November 23, 2003 - The Bloomington Alternative (IN)
Social Justice: Rehab for the Rich, Prison for the Poor
by Ruth Carter
The following article was submitted to The Bloomington Alternative by Bloomington activist Charity Ryerson, who is serving a six-month federal prison sentence for protesting at the School of the Americas.
She writes: "Ruth's letter to the editor expresses a common sentiment around here, that the famous and the wealthy don't have to play by the rules the rest of us do. Many have said, 'But Rush was a user, the convicted felons are dealers.' I, for one, was surprised to find that this is not the case. No evidence is required for drug convictions, causing users to be swept up with the dealers and manufacturers."
I am a voice representative of the women at Pekin Federal Prison Camp. We are a small facility of approximately 250 ladies -- most first-time non-violent drug offenders. Some have addictions; some don't. More importantly, this is the classic scenario of federal prisons around the country. I am serving 15 years/8 months for less of a crime than that of Rush Limbaugh or Noelle Bush. The difference? Rush Limbaugh has money, and with money comes-power. He will be able to "buy" himself a "Get Outta Jail Free" card much like O.J. did and Noelle did with the influence of her father and Uncle George.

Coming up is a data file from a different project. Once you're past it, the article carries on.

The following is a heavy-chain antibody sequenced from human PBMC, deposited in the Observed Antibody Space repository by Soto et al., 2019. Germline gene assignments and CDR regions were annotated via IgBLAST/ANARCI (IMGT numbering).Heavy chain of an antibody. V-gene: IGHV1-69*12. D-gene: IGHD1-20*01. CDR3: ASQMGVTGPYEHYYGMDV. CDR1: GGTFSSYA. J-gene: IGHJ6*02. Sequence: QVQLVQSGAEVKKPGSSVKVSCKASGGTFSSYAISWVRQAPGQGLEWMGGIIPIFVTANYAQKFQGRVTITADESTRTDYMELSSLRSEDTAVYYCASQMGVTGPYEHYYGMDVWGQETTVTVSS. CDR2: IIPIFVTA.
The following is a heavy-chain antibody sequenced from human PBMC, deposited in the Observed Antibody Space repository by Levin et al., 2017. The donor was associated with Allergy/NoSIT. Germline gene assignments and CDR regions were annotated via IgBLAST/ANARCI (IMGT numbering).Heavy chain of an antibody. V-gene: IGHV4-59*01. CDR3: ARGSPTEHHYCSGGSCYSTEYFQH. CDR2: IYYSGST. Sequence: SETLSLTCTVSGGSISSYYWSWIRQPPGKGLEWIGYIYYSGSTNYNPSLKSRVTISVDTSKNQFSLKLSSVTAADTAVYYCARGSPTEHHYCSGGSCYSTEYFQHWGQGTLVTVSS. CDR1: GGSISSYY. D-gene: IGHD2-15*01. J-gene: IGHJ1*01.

The middle class suffers because we are a group of taxpayers without fame and fortune, but regarded as heroes for forming the backbone of factories, restaurants, front-line fighters in our military, and all types of blue collar industries. We are teachers, firemen, and police officers who are paid like failing stock dividends in a Depression. The careers we hold are considered valuable and important, but not so valued that the upper crust is willing to give up a ham sandwich to put food on someone else's plate.
When the rich incur difficulties -- everything from an affair to an addiction -- it is viewed as a "private matter necessitating healing." When the middle class have the same problems, the answer is to lock them up in prisons or slap on expensive fines to eliminate the conundrum as best as we can.
Our sons in Iraq will no doubt suffer from what they have seen and experienced -- much the same as in Vietnam. To cope, some may take drugs. The bottom line is that the rich go to rehab and the poor go to prison.
John Ashcroft has gone to great lengths to tour the United States promoting his ideals about "uniformity in sentencing" practices. What better way to implement this, Mr. Ashcroft, than by creating "Justice For All." This would mean for the rich as well as for the poor. Rush and Noelle will never serve a day in prison. Isn't it time to allow other first-time, non-violent offenders that same chance?
Ruth Carter is an inmate at the Federal Prison Camp at Pekin, Ill. She may be reached at:
Ruth Carter 11945-045
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